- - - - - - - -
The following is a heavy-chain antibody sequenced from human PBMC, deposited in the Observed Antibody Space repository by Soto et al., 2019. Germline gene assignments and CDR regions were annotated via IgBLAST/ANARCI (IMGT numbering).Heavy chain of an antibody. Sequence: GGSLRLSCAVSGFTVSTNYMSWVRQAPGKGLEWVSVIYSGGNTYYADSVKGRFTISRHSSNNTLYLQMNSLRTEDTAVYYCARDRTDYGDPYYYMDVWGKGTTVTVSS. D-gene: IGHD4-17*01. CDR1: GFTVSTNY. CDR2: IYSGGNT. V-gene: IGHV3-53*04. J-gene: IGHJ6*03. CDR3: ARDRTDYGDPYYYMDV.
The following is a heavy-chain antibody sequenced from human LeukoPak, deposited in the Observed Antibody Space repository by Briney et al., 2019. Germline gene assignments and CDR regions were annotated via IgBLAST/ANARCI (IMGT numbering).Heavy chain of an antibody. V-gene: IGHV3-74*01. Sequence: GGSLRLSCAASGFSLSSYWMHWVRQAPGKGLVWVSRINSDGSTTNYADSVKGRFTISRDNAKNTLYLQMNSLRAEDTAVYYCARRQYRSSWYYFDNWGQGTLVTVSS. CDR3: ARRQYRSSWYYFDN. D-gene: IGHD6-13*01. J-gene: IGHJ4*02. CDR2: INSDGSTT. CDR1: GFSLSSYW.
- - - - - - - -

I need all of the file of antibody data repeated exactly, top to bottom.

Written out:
The following is a heavy-chain antibody sequenced from human PBMC, deposited in the Observed Antibody Space repository by Soto et al., 2019. Germline gene assignments and CDR regions were annotated via IgBLAST/ANARCI (IMGT numbering).Heavy chain of an antibody. Sequence: GGSLRLSCAVSGFTVSTNYMSWVRQAPGKGLEWVSVIYSGGNTYYADSVKGRFTISRHSSNNTLYLQMNSLRTEDTAVYYCARDRTDYGDPYYYMDVWGKGTTVTVSS. D-gene: IGHD4-17*01. CDR1: GFTVSTNY. CDR2: IYSGGNT. V-gene: IGHV3-53*04. J-gene: IGHJ6*03. CDR3: ARDRTDYGDPYYYMDV.
The following is a heavy-chain antibody sequenced from human LeukoPak, deposited in the Observed Antibody Space repository by Briney et al., 2019. Germline gene assignments and CDR regions were annotated via IgBLAST/ANARCI (IMGT numbering).Heavy chain of an antibody. V-gene: IGHV3-74*01. Sequence: GGSLRLSCAASGFSLSSYWMHWVRQAPGKGLVWVSRINSDGSTTNYADSVKGRFTISRDNAKNTLYLQMNSLRAEDTAVYYCARRQYRSSWYYFDNWGQGTLVTVSS. CDR3: ARRQYRSSWYYFDN. D-gene: IGHD6-13*01. J-gene: IGHJ4*02. CDR2: INSDGSTT. CDR1: GFSLSSYW.